Richard Morgan detailed the club’s International involvement over recent years, including supporting the End Polio campaign, Shelterbox and Sand Dams.


It was hoped the club would get the opportunity to officially say farewell to Kerry Larbalestier as she and Andrew relocate to the Shetland Isles but unfortunately, with the collapse of Flybe, she was unable to travel to the meeting – Andrew did attend however, and was presented with sme unique Harriet Wooley knitted hats and a cheque from RCNA for the Shetland Isles MRI scanner appeal. Kerry was going to talk about her and female involvement in the club and thankfully Catherine Stringer filled in very well on her behalf. 

Left: Andrew and the hats, Right: Catherine Stringer

Tracey Cunningham was delighted to introduce a new project for 2020 – a shoebox scheme – with details on distribution of boxes coming soon.


Celebrating our members...

The RCNA Council recognise that there are several long-serving and active members of the club who perhaps do not get the recognition they deserve – and after much discussion, it was decided that the benchmark should be 15 years for the receipt of a Charles Vicary award.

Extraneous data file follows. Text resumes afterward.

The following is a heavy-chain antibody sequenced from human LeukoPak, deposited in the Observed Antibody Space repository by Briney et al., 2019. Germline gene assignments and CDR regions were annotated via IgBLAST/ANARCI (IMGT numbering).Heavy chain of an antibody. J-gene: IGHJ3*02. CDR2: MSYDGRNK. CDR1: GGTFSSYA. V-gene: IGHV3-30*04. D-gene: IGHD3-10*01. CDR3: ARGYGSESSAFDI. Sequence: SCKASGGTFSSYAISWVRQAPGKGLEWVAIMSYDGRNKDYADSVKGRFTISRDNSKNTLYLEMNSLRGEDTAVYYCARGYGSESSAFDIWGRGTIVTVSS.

In that spirit, District Governor Simon was asked to present a certificate and newly styled club badge to Tony Brooks-Daw, Jeremy Newcombe and Keith Walter (who have between them over 100 years of club service!) and specific acknowledgement was given to Jennifer Michelmore, John Born & Roy Simmonds who will be presented with their certificates when they and the club meet next. The intention is to have more of these presentations each year at the Legacy Night.

Charles Vicary recipients Tony Brooks-Daw, Jeremy Newcombe and Keith Walter with DG Simon Woods